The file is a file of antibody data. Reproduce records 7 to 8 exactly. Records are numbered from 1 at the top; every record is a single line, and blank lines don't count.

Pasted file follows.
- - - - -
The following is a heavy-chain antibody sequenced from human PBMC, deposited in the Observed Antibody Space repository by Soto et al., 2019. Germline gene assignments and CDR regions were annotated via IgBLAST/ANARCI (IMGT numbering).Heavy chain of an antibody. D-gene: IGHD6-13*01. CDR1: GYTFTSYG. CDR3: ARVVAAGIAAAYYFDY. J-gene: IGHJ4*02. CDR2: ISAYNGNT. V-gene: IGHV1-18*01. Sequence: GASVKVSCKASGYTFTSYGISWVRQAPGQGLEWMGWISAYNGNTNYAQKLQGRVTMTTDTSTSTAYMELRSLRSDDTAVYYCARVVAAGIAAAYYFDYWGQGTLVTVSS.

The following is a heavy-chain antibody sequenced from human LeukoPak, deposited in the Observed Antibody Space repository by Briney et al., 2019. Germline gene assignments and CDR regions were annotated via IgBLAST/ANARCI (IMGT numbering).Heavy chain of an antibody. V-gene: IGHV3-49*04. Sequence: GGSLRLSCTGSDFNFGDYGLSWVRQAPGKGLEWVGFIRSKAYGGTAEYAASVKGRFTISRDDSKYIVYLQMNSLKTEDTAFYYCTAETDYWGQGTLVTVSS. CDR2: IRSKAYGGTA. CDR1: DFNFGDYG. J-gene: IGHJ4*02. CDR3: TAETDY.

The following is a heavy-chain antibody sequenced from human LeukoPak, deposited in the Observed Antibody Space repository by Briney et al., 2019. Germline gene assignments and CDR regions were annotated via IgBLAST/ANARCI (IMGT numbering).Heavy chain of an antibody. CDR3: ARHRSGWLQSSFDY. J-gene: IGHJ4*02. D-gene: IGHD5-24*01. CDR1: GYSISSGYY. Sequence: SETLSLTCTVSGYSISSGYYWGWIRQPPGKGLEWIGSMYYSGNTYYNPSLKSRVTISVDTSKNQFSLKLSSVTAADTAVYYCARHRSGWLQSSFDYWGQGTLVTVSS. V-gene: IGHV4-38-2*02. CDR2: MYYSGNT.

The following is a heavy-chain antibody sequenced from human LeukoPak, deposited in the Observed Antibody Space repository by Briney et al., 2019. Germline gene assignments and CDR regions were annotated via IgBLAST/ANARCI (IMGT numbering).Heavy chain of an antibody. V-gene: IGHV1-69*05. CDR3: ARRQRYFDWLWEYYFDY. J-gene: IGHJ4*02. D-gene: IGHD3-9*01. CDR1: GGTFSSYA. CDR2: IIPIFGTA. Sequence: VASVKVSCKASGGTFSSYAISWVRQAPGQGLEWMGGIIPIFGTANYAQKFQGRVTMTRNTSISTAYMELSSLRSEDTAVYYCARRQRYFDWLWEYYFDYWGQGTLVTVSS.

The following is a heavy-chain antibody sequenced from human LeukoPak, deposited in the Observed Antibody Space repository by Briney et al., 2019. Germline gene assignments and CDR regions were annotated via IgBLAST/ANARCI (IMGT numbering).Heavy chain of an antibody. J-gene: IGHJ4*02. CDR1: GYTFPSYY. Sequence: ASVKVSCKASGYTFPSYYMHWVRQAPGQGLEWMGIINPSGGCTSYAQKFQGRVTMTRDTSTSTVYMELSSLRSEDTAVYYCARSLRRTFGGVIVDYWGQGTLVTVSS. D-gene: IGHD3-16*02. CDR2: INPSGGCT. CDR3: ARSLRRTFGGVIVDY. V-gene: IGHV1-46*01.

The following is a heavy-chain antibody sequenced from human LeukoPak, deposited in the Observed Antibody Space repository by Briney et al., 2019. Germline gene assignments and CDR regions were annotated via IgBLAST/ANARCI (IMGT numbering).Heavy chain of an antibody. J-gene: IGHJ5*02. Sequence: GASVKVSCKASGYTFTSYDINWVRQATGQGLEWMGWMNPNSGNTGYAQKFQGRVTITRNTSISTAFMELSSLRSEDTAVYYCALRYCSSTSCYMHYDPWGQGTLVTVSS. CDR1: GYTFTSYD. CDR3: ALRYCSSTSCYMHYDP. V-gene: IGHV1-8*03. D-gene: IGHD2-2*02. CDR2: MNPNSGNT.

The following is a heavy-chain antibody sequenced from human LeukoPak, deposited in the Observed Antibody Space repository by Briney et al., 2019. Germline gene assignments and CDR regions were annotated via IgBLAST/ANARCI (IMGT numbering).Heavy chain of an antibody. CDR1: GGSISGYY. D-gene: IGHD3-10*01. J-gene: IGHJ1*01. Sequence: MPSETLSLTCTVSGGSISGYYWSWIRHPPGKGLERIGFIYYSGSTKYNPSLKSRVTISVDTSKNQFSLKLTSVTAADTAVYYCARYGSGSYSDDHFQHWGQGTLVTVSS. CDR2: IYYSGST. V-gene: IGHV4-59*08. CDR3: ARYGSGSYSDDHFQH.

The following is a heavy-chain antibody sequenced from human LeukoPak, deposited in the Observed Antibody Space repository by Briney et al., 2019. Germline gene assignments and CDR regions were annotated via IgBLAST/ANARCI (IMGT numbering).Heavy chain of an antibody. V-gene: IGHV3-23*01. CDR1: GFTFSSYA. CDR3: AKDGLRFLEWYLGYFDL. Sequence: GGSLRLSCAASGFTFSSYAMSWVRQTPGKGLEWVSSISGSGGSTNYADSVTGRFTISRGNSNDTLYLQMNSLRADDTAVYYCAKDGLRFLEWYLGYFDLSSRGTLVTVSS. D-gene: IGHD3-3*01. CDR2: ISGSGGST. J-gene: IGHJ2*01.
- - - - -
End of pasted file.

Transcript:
The following is a heavy-chain antibody sequenced from human LeukoPak, deposited in the Observed Antibody Space repository by Briney et al., 2019. Germline gene assignments and CDR regions were annotated via IgBLAST/ANARCI (IMGT numbering).Heavy chain of an antibody. CDR1: GGSISGYY. D-gene: IGHD3-10*01. J-gene: IGHJ1*01. Sequence: MPSETLSLTCTVSGGSISGYYWSWIRHPPGKGLERIGFIYYSGSTKYNPSLKSRVTISVDTSKNQFSLKLTSVTAADTAVYYCARYGSGSYSDDHFQHWGQGTLVTVSS. CDR2: IYYSGST. V-gene: IGHV4-59*08. CDR3: ARYGSGSYSDDHFQH.

The following is a heavy-chain antibody sequenced from human LeukoPak, deposited in the Observed Antibody Space repository by Briney et al., 2019. Germline gene assignments and CDR regions were annotated via IgBLAST/ANARCI (IMGT numbering).Heavy chain of an antibody. V-gene: IGHV3-23*01. CDR1: GFTFSSYA. CDR3: AKDGLRFLEWYLGYFDL. Sequence: GGSLRLSCAASGFTFSSYAMSWVRQTPGKGLEWVSSISGSGGSTNYADSVTGRFTISRGNSNDTLYLQMNSLRADDTAVYYCAKDGLRFLEWYLGYFDLSSRGTLVTVSS. D-gene: IGHD3-3*01. CDR2: ISGSGGST. J-gene: IGHJ2*01.